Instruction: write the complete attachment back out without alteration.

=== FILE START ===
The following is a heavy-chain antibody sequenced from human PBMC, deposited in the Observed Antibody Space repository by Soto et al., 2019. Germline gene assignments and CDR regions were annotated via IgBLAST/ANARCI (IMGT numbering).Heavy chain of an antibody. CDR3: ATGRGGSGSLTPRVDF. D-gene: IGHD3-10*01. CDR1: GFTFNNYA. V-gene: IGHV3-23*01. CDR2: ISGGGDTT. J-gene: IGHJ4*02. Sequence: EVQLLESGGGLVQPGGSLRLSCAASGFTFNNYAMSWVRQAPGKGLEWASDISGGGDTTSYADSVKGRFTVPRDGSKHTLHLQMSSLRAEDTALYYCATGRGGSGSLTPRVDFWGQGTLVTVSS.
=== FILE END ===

The following is a heavy-chain antibody sequenced from human PBMC, deposited in the Observed Antibody Space repository by Soto et al., 2019. Germline gene assignments and CDR regions were annotated via IgBLAST/ANARCI (IMGT numbering).Heavy chain of an antibody. CDR3: ATGRGGSGSLTPRVDF. D-gene: IGHD3-10*01. CDR1: GFTFNNYA. V-gene: IGHV3-23*01. CDR2: ISGGGDTT. J-gene: IGHJ4*02. Sequence: EVQLLESGGGLVQPGGSLRLSCAASGFTFNNYAMSWVRQAPGKGLEWASDISGGGDTTSYADSVKGRFTVPRDGSKHTLHLQMSSLRAEDTALYYCATGRGGSGSLTPRVDFWGQGTLVTVSS.